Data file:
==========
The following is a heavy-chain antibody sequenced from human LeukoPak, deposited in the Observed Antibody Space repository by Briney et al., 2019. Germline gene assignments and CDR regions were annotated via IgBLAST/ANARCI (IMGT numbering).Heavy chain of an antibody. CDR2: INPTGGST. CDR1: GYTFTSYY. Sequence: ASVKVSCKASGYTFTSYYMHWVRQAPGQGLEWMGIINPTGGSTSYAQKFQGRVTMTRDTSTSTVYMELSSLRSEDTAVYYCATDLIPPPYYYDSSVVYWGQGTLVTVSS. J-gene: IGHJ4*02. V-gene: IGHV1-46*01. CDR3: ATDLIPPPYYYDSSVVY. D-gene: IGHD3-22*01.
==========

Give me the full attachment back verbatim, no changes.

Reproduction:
The following is a heavy-chain antibody sequenced from human LeukoPak, deposited in the Observed Antibody Space repository by Briney et al., 2019. Germline gene assignments and CDR regions were annotated via IgBLAST/ANARCI (IMGT numbering).Heavy chain of an antibody. CDR2: INPTGGST. CDR1: GYTFTSYY. Sequence: ASVKVSCKASGYTFTSYYMHWVRQAPGQGLEWMGIINPTGGSTSYAQKFQGRVTMTRDTSTSTVYMELSSLRSEDTAVYYCATDLIPPPYYYDSSVVYWGQGTLVTVSS. J-gene: IGHJ4*02. V-gene: IGHV1-46*01. CDR3: ATDLIPPPYYYDSSVVY. D-gene: IGHD3-22*01.